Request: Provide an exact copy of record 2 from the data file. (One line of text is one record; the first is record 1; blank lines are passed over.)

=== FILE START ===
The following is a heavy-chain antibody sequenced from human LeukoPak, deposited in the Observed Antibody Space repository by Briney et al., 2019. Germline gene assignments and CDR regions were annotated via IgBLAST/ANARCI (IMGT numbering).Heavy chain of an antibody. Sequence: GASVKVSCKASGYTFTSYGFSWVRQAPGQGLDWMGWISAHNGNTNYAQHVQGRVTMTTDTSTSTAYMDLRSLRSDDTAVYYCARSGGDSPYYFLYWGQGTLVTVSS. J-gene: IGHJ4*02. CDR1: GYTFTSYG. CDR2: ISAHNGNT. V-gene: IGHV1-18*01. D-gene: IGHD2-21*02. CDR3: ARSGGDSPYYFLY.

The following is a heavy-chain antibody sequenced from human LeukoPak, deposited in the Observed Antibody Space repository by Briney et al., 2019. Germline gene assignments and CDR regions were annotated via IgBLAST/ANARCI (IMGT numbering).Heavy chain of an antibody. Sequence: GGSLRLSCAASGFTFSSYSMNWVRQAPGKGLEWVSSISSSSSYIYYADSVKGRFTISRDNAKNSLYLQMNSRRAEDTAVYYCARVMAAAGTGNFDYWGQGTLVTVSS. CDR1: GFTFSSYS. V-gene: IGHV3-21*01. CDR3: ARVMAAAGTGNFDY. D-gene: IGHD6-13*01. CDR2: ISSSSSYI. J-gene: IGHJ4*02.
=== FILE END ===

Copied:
The following is a heavy-chain antibody sequenced from human LeukoPak, deposited in the Observed Antibody Space repository by Briney et al., 2019. Germline gene assignments and CDR regions were annotated via IgBLAST/ANARCI (IMGT numbering).Heavy chain of an antibody. Sequence: GGSLRLSCAASGFTFSSYSMNWVRQAPGKGLEWVSSISSSSSYIYYADSVKGRFTISRDNAKNSLYLQMNSRRAEDTAVYYCARVMAAAGTGNFDYWGQGTLVTVSS. CDR1: GFTFSSYS. V-gene: IGHV3-21*01. CDR3: ARVMAAAGTGNFDY. D-gene: IGHD6-13*01. CDR2: ISSSSSYI. J-gene: IGHJ4*02.